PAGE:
If you’re a business owner, protecting your staff should be a top priority, no matter the size of your company.
However, if your company employs less than 20 people, you don’t necessarily need the same type of Occupation Health & Safety program legally required by larger companies. But that doesn’t mean you are exempt from having some form of documentation that conforms to OHS legislation.
There are many positives in having an official document for your business. A properly prepared reference manual protects your interests, your staff, and the reputation of your company name.
But it’s only an effective tool if it’s up to date and designed for ease of use.
The Benefits of Having an OHS Manual for Your Small Business
A good OHS manual clearly states your company’s policies, whether on-site or in the field. Clearly explained safety rules are an effective means of preventing accidents. It sets the expectations for new staff and serves as a reminder for longtime employees.
Having established OHS guidelines in a manual you can point to is beneficial in promoting your business. Whether bidding on a big project or hiring new staff, your company’s OHS manual is valuable for making your company more attractive to outside parties.
When injuries occur on the job, it’s easy to forget your responsibilities in that situation. At this point, your OHS documentation becomes an essential instruction manual for guiding people at the scene.
Every company is different, even those within the same sector, which is why it’s so critical to consult with an expert who ensures your safety documentation fulfills your industry’s needs.
Are Your Safety Policies Up to Date?
Whether you’re a massive company with a mandated Occupational Health and Safety Management System (OHSMS) or a service provider with ten employees or less, your safety manual should be understood as a constantly evolving source of information.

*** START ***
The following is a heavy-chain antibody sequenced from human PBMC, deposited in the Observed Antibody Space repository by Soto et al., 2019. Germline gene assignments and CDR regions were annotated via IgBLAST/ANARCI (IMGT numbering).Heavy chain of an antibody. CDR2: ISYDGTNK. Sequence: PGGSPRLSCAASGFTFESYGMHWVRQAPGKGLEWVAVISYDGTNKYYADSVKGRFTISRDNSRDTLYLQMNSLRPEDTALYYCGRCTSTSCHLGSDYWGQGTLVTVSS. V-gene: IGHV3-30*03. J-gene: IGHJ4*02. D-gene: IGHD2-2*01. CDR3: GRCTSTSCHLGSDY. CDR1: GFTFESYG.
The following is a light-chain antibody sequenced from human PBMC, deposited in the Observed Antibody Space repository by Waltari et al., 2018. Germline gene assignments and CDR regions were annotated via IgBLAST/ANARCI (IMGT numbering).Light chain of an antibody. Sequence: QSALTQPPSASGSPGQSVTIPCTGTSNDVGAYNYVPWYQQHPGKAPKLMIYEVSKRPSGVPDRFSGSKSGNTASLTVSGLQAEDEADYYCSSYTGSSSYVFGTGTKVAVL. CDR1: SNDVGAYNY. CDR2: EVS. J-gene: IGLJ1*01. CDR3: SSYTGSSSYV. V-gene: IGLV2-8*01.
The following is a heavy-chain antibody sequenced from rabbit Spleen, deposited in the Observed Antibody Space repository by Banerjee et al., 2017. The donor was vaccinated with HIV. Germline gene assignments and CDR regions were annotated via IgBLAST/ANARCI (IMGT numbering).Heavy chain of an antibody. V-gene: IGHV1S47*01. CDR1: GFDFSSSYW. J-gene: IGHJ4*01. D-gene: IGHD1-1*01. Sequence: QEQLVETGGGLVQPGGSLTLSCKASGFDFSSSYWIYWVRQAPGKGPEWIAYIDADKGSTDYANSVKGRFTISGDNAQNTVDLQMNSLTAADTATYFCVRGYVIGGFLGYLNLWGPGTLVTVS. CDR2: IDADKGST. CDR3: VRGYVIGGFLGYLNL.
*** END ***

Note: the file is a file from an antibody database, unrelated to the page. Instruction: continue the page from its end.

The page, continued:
For example, there are new OHS changes that could affect your business starting on March 31, 2023.
OHS Changes in 2023
New changes are coming into effect, some big and some small, depending on your industry. When it comes to safety, it’s all about the details.
To comply with the Occupational Health and Safety Act, regulations and codes, you must ensure your standards and documentation match the latest guidelines.
Changes this year will affect the rules in several areas:
- First aid (Part 11 in the OHS Code OHS information for work site parties and training providers)
- Managing the control of hazardous energy (Part 15 in the OHS Code OHS information for work site parties)
- Noise exposure (Part 16 in the OHS Code OHS information for work site parties and service providers)
- Overhead power lines and electrical utility workers (Parts 17 and 40 in the OHS Code OHS information for work site parties)
- Explosives (Part 33 in the OHS Code)
- Incident reporting and investigations (Section 33 of the OHS Act)
- Mining (Part 36 in the OHS Code)
- Oil and gas wells (Part 37 in the OHS Code)
- Miscellaneous amendments in the OHS Code OHS information for worksite parties
Fail to keep up, and you could be putting your business in a compromising position. Should someone be injured and your company’s information is lacking, your company could be on the hook for perceived negligence.
The Alberta Government provides a 140-page Starter Kit document outlining the best safety practices. If it seems overwhelming, COR Manuals will assist in creating a custom OHS plan for your business.
Questions or Concerns?
Ensuring your small business has all the recommended safety policies in place can be a daunting task. COR Manuals works with Alberta businesses of all sizes to set them up for OHS success and ongoing peace of mind.
If you’re unsure of your obligations, a consultation with COR Manuals will clarify your responsibilities. Contact us today.